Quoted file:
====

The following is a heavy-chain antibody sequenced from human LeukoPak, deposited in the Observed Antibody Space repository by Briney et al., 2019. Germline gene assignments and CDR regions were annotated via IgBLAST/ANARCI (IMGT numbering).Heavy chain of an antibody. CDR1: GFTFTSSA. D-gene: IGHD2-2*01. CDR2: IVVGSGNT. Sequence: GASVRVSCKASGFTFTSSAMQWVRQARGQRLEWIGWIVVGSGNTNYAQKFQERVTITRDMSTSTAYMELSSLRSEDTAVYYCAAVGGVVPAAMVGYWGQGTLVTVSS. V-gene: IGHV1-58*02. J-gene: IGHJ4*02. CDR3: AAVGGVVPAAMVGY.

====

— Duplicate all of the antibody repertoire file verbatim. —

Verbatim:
The following is a heavy-chain antibody sequenced from human LeukoPak, deposited in the Observed Antibody Space repository by Briney et al., 2019. Germline gene assignments and CDR regions were annotated via IgBLAST/ANARCI (IMGT numbering).Heavy chain of an antibody. CDR1: GFTFTSSA. D-gene: IGHD2-2*01. CDR2: IVVGSGNT. Sequence: GASVRVSCKASGFTFTSSAMQWVRQARGQRLEWIGWIVVGSGNTNYAQKFQERVTITRDMSTSTAYMELSSLRSEDTAVYYCAAVGGVVPAAMVGYWGQGTLVTVSS. V-gene: IGHV1-58*02. J-gene: IGHJ4*02. CDR3: AAVGGVVPAAMVGY.